It is true that most adware pieces are more of an annoyance than a legit danger. Annoying activities include text ads, banners, and pop-ups that appear inside the browser window while users dig for information. You may also have random pages or bookmarks open unexpectedly or see strange malfunctions occurring with the device.

But there also more serious and legit threat issues when adware collects the user’s data. This usually involves the developer trying to sell the user’s ad profile along with browsing history and included IP address, performed searches, and visited websites. As you imagine, no good is going to come of that.

Preventing Adware from Infecting Devices

The best and most direct way to prevent adware is to exercise caution when visiting web sites that look suspicious. Be wary of downloading free software and download all programs only from trusted sources. While downloading freeware, the installation wizard may display small pre-checked checkboxes that indicate your agreeing to installation of additional ‘bundled’ software.

Another good general suggestion is to not click any ads, alerts, or notifications when browsing the Internet. The old ‘Your PC is infected with serious viruses, and this n antivirus scan is strongly recommended’ is a classic ploy here. A lot of people fall victim to this cunning deception and then install adware without any idea that’s what they’ve done.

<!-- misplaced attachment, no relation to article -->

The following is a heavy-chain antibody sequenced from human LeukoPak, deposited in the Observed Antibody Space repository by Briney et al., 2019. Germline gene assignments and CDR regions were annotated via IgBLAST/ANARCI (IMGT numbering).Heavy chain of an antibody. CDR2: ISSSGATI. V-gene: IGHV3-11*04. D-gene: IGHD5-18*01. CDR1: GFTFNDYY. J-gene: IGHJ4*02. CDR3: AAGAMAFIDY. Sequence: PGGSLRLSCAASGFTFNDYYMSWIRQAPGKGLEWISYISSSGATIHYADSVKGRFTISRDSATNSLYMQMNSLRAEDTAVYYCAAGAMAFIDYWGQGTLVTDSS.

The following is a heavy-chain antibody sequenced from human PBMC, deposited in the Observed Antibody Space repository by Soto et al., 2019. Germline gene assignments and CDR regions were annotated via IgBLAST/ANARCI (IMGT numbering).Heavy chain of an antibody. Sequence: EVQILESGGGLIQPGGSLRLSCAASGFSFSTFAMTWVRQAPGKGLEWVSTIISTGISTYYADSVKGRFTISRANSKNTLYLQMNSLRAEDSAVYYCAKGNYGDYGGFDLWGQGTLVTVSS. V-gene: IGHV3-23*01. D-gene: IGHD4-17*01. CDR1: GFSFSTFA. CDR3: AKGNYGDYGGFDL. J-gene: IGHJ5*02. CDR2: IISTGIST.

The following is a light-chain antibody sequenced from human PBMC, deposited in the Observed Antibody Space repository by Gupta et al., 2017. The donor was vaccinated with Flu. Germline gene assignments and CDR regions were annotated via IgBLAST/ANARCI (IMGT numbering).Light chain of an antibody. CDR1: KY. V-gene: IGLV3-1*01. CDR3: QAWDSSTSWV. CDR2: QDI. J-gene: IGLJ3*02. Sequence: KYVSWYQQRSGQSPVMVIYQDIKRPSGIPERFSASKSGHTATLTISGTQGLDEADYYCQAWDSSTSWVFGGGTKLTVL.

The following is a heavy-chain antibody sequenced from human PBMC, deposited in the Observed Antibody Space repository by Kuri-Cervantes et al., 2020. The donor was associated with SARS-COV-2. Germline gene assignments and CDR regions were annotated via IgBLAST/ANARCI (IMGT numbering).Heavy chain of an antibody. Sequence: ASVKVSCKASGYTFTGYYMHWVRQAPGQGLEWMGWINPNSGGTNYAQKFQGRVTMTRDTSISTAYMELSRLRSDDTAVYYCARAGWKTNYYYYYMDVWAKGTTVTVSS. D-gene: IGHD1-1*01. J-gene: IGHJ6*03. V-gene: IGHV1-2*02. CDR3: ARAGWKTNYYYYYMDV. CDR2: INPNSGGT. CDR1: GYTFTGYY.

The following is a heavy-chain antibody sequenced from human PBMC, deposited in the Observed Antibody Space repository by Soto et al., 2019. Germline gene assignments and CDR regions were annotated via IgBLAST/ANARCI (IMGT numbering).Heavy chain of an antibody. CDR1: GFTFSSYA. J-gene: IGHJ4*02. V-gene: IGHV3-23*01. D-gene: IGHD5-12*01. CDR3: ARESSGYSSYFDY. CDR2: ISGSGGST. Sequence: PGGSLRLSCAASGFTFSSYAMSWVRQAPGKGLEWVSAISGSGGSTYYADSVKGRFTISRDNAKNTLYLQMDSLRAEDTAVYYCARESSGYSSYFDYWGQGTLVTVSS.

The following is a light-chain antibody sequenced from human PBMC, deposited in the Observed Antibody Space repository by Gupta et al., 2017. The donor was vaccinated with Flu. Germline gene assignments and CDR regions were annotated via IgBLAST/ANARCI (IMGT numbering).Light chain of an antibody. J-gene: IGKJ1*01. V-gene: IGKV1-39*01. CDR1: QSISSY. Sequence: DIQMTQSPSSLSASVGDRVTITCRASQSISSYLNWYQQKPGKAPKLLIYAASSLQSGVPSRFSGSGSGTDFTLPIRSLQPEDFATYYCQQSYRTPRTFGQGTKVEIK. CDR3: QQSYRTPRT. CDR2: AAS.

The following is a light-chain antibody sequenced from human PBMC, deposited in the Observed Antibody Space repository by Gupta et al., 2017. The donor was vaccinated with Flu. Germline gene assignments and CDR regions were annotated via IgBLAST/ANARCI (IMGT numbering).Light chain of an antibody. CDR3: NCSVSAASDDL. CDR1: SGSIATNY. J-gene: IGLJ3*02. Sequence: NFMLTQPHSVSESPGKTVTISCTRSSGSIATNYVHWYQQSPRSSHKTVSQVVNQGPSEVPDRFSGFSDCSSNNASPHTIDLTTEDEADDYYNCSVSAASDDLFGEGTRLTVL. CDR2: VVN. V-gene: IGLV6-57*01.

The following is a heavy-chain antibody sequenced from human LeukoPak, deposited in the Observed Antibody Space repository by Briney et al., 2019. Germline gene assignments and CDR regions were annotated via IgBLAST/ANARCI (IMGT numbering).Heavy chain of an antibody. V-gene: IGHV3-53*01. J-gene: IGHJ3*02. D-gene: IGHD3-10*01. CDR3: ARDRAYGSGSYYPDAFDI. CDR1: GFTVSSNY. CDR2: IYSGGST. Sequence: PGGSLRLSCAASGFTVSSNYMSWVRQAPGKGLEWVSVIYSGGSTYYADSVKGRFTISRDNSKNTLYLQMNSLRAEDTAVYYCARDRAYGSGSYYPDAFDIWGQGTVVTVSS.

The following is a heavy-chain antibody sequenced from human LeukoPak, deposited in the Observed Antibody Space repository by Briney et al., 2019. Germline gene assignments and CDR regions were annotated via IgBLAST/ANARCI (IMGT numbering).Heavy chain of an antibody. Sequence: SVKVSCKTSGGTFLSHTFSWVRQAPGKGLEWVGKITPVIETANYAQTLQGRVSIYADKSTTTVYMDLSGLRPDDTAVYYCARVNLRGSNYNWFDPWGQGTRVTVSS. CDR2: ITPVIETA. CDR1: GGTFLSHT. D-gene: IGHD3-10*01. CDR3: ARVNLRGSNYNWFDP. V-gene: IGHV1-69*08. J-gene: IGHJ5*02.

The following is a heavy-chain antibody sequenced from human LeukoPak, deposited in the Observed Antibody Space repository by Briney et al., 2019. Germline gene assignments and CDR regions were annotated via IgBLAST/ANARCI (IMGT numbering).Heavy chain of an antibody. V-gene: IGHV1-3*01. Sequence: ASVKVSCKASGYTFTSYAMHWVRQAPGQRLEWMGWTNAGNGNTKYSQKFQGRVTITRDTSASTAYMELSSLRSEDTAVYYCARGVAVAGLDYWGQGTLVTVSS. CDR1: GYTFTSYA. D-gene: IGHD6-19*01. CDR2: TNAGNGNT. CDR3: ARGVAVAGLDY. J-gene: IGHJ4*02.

Also ensure that your operating system and other software are regularly updated. Non-updated software is vulnerable to many types of hacker attacks with malware exploiting their security holes.

Certain security settings available on Windows, Apple, and other devices can be enabled to protect users from inadvertently downloading adware. Configuring a web browser to block all pop-ups is a good start. It is also particularly important to carefully check each file that gets download from the Internet and the best (see not free) antiviruses will also provide real-time web protection.

Removing Adware

Unless you’re a webmaster wizard or anything else of the sort, the recommendation here is going to be to use special antimalware solutions like Malwarebytes to get rid of Adware that’s taken up residence inside your device. And then be much more wary of these threats in the future and be smarter about what you can do to avoid exposure to them.